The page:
The consumer welfare implications of the hospital ownership mix in the US: an exploratory study
AbstractThis paper offers an empirical test concerning how hospital ownership mix affects consumer welfare in the US. The test compares the market benefits and costs resulting from an increased presence of nonprofit hospitals by observing empirically how the nonprofit market share impacts hospital care utilization at the margin. The empirical results suggest that too many not-for-profit and public hospitals exist in the inpatient care segment of the typical hospital services industry of the US. In contrast, the empirical findings indicate that too many for-profit hospitals operate in the outpatient care portion of the hospital services industry. The policy implication is that more quality of care per dollar might be obtained by promoting increased for-profit activity to inpatient care and more nonprofit activity to outpatient care in some market areas. This conclusion, however, is tempered with several caveats. We discuss these and also make recommendations for further research. Copyright © 2006 John Wiley & Sons, Ltd.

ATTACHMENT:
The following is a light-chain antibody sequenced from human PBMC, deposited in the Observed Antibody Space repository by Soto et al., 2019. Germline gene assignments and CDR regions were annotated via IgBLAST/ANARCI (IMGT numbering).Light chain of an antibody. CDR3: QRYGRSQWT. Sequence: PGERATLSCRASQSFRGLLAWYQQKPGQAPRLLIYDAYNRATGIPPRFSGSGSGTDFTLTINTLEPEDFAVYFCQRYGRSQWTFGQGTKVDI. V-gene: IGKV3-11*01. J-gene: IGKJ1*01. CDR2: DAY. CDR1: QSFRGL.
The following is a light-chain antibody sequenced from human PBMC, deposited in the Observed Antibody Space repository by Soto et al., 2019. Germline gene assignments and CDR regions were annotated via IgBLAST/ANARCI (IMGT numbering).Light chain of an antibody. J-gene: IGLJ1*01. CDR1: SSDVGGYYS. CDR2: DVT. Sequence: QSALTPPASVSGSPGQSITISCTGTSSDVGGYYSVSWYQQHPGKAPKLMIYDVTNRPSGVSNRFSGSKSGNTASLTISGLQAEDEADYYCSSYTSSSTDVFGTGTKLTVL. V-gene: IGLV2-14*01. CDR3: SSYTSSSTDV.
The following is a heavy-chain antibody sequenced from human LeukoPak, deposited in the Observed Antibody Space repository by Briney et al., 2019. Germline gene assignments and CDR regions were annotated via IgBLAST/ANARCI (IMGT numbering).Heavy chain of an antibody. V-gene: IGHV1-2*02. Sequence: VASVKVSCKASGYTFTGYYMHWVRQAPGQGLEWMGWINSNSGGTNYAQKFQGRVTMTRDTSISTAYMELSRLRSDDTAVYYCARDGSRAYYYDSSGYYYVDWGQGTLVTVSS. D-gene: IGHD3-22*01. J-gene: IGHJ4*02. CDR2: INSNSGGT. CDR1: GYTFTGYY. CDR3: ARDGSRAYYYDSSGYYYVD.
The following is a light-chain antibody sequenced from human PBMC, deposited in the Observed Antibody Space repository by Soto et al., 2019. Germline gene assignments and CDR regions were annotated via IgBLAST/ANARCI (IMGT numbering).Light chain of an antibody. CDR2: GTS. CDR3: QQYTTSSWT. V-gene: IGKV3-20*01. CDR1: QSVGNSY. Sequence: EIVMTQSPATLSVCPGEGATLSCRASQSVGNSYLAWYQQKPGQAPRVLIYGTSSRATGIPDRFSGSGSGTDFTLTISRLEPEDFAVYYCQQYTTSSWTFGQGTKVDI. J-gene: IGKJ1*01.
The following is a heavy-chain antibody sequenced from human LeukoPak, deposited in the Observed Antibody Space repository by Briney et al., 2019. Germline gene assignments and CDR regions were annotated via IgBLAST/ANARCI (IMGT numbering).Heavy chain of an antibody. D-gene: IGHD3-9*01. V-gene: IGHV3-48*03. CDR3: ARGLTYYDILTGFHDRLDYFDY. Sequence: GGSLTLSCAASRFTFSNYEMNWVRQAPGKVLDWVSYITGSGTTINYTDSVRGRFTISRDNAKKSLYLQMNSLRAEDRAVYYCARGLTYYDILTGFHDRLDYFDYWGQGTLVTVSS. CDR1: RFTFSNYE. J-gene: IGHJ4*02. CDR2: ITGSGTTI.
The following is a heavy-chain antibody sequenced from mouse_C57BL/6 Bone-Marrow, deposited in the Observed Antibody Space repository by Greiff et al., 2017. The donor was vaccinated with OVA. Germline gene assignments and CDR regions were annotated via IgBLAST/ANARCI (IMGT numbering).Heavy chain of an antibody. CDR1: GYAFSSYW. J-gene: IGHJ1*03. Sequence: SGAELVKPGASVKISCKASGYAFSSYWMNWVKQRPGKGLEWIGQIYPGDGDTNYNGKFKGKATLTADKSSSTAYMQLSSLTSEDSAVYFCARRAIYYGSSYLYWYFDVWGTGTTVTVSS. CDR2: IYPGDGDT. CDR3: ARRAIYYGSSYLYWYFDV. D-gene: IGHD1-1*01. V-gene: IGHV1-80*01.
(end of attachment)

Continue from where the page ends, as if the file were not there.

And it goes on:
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Bibliographic InfoArticle provided by John Wiley & Sons, Ltd. in its journal Health Economics.
Volume (Year): 15 (2006)
Issue (Month): 11 ()
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Web page: http://www3.interscience.wiley.com/cgi-bin/jhome/5749
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